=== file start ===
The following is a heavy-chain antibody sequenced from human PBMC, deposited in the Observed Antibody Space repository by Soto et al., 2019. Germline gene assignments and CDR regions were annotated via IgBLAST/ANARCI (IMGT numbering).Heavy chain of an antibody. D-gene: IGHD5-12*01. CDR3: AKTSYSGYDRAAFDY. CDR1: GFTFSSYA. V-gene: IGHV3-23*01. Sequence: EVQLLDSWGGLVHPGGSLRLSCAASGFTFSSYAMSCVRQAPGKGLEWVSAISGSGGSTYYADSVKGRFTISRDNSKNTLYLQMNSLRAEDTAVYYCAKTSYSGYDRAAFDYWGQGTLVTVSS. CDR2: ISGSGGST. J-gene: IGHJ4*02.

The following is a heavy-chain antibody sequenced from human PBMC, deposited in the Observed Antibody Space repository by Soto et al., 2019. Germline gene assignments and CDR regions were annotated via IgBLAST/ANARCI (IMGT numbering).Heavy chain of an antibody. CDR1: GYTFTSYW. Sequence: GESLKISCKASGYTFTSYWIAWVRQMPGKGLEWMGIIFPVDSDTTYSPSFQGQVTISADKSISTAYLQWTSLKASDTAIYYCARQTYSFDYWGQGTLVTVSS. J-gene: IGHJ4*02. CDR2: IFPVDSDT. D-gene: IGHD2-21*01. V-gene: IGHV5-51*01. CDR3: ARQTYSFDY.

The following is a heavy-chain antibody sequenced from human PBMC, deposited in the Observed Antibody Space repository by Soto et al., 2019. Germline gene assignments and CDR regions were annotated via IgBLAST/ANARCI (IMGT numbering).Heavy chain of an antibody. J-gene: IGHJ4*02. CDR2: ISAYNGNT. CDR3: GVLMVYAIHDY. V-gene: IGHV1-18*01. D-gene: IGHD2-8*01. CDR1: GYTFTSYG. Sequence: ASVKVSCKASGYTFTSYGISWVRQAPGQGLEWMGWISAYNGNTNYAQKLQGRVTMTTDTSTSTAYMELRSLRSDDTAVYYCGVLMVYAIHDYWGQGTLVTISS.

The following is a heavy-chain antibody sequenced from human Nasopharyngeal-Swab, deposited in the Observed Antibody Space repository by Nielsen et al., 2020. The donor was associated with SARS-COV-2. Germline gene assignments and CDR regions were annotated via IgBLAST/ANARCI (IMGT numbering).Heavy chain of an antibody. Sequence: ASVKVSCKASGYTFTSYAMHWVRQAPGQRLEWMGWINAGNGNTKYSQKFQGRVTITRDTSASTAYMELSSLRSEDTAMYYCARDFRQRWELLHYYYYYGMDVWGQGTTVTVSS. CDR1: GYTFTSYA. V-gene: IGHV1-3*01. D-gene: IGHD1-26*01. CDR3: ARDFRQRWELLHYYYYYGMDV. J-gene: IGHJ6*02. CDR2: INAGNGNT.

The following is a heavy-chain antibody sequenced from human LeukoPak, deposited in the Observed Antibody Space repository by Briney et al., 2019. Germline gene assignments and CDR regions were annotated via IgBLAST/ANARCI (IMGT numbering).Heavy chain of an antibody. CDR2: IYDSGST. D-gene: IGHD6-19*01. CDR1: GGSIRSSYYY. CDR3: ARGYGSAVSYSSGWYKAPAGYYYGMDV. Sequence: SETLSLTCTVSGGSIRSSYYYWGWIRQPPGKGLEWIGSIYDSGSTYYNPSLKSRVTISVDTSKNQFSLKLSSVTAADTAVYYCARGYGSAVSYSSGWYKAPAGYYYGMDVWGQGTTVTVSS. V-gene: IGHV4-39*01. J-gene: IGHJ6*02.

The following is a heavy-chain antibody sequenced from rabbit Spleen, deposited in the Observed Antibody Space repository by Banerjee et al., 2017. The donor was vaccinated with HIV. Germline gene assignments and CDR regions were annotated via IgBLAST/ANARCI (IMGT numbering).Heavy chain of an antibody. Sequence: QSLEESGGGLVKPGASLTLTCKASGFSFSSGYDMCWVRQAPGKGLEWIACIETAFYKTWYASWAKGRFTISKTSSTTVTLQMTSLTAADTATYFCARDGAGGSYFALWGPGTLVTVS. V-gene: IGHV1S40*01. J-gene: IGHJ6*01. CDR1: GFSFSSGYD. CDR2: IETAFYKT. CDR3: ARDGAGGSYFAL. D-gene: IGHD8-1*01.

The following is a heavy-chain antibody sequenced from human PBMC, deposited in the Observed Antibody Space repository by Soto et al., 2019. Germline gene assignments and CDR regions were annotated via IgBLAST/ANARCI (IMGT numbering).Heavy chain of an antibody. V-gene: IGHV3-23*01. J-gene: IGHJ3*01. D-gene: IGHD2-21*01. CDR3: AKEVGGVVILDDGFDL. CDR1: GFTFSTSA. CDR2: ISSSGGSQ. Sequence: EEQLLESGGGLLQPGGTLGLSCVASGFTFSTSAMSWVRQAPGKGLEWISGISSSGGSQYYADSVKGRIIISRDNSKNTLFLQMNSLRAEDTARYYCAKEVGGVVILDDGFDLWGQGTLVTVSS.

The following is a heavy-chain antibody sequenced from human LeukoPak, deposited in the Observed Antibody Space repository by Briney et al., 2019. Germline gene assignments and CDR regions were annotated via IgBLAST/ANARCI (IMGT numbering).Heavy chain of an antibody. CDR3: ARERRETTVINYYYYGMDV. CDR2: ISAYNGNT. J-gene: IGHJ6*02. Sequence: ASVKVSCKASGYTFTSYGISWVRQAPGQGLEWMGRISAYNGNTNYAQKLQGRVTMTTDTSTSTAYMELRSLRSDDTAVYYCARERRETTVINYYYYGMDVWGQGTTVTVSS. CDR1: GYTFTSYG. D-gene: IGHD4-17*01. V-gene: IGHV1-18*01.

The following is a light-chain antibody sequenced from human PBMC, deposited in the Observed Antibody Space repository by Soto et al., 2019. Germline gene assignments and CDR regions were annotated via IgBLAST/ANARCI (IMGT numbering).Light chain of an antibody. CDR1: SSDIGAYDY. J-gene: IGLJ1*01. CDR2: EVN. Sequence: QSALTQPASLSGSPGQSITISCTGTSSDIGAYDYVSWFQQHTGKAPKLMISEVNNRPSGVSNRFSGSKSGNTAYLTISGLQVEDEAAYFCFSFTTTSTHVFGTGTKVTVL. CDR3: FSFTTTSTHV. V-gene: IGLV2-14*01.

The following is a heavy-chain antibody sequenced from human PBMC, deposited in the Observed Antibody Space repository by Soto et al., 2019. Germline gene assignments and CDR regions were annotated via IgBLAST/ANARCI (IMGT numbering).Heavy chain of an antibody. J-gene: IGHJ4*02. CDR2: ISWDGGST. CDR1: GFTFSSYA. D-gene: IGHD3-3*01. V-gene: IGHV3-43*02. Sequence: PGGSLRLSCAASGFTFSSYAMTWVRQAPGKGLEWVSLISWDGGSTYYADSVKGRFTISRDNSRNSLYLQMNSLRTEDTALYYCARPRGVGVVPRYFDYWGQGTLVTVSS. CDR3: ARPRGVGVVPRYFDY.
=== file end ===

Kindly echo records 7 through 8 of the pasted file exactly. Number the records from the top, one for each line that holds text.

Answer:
The following is a heavy-chain antibody sequenced from human PBMC, deposited in the Observed Antibody Space repository by Soto et al., 2019. Germline gene assignments and CDR regions were annotated via IgBLAST/ANARCI (IMGT numbering).Heavy chain of an antibody. V-gene: IGHV3-23*01. J-gene: IGHJ3*01. D-gene: IGHD2-21*01. CDR3: AKEVGGVVILDDGFDL. CDR1: GFTFSTSA. CDR2: ISSSGGSQ. Sequence: EEQLLESGGGLLQPGGTLGLSCVASGFTFSTSAMSWVRQAPGKGLEWISGISSSGGSQYYADSVKGRIIISRDNSKNTLFLQMNSLRAEDTARYYCAKEVGGVVILDDGFDLWGQGTLVTVSS.

The following is a heavy-chain antibody sequenced from human LeukoPak, deposited in the Observed Antibody Space repository by Briney et al., 2019. Germline gene assignments and CDR regions were annotated via IgBLAST/ANARCI (IMGT numbering).Heavy chain of an antibody. CDR3: ARERRETTVINYYYYGMDV. CDR2: ISAYNGNT. J-gene: IGHJ6*02. Sequence: ASVKVSCKASGYTFTSYGISWVRQAPGQGLEWMGRISAYNGNTNYAQKLQGRVTMTTDTSTSTAYMELRSLRSDDTAVYYCARERRETTVINYYYYGMDVWGQGTTVTVSS. CDR1: GYTFTSYG. D-gene: IGHD4-17*01. V-gene: IGHV1-18*01.